Attackers are sending email blasts with malware links in embedded PDFs as a way to evade email filters, lying about having fictional “video evidence.”
A new French-language sextortion campaign is making the rounds, researchers warn.
As noted by Sophos researchers in a Monday report, sextortion is one of the oldest tricks in the book, but its popularity has waned in recent years due to effective cybersecurity, law enforcement crackdowns and the rise of ransomware.
This new campaign is one signal of what may be a resurgence, they said.
Threats Sandwich Malware Links
The new French-language attack entails a blind email blast, shown below, with unsubstantiated claims of video evidence and so on. It cites France’s legal penalties for watching illegal pornography, then tells the reader: “If you wish, you may reply to the address below to explain away your actions, so that we can evaluate your explanation and determine if charges should be brought. You have a strict deadline of 72 hours.”
Should the reader not comply, “we will are [sic] obliged to send our report to the Public Prosecutor to issue an arrest warrant against you. We will proceed to have you arrested by the police closest to your place of residence.”
Notably, the malicious email contains no plaintext or hyperlinks. Instead, its text is displayed in an image file.
Attackers use hyperlinks to trick unwitting victims into downloading malware or visiting malicious webpages. As Sophos explains, “Adding an image that holds the call-to-action text obviously makes it harder for a recipient to reply, because a plain image can’t contain clickable links, or even text that can be copied and pasted.”
But, as Mike Parkin – senior technical engineer at Vulcan Cyber – told Threatpost via email, “The fact that most scams end up in our junk mail folder shows how effective email filters have become, which is why they look to alternative methods like embedded PDFs or images rather than raw text or HTML that is easy for the filters to analyze.”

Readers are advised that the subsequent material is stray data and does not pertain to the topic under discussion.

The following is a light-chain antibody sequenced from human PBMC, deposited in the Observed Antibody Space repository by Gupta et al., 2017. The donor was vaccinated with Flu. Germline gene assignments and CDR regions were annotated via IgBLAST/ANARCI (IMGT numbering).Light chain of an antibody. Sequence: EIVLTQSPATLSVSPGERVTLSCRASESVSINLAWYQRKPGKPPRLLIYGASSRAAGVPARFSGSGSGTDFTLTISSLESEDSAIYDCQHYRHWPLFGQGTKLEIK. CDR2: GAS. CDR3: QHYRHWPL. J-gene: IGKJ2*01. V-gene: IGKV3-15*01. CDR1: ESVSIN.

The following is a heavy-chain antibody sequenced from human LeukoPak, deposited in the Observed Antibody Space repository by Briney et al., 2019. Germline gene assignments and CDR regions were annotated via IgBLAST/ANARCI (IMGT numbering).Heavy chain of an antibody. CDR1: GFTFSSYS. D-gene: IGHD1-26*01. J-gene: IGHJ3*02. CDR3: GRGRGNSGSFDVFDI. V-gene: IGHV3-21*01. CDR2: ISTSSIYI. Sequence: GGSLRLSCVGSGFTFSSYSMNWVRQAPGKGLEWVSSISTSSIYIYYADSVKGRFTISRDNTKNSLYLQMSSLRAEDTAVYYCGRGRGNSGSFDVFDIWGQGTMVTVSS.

What is Sextortion?
Sextortion is a form of blackmail in which a malicious actor claims to possess evidence of sexual misbehavior from their victim. The attacker demands payment in exchange for not spreading the compromising information or images.
Sometimes, these campaigns can combine with botnets, ransomware and other methods of cyber attack to form a potent cocktail. However, as prior attacks have shown, sextortion tends to be rudimentary: Such attacks aren’t targeted. Rather, they entail blind email blasts that prey on victims’ fear, without any actual evidence of sexual impropriety to back them up.
Sextortion is on the Rise Again
“Scams seem to run in cycles,” notes Parkin. “Whether it’s a Prince from Nigeria, uncollected assets, scam victim compensation, extortion over adult websites you didn’t visit, or whatever. Scammers will use one for a while, then shift to something else when they stop getting responses. Eventually, they’ll circle back to an old scam that may have been updated with new text or a new graphic.”
Lionel Sigal, CTI at CYE, told Threatpost via email that sextortion has recently been skyrocketing; “Sextortion attempts (real and fake) targeting executives of organizations have increased by 800% in the last 4 months,” he said.
Campaigns targeting ordinary individuals are also spiking: The FBI’s Internet Crime Complaint Center received more than 16,000 sextortion complaints in only the first seven months of 2021.
Will this old-hat method of cyber attack prove effective? “It’s too early to tell what the hit rate is on this technique,” Casey Ellis, Founder and CTO of Bugcrowd, told Threatpost via email, “but it feels to me like a pivot that people would fall for. If a scam has a take of $500 and it costs 1 cent to send an email, you only have to connect 1 in 50,000 times for the scam to break even.”
To Parkin, “the best defense is solid user education. No matter how successful an attacker is at getting past the filters, their attack can only succeed if the target falls for it and takes the bait.”
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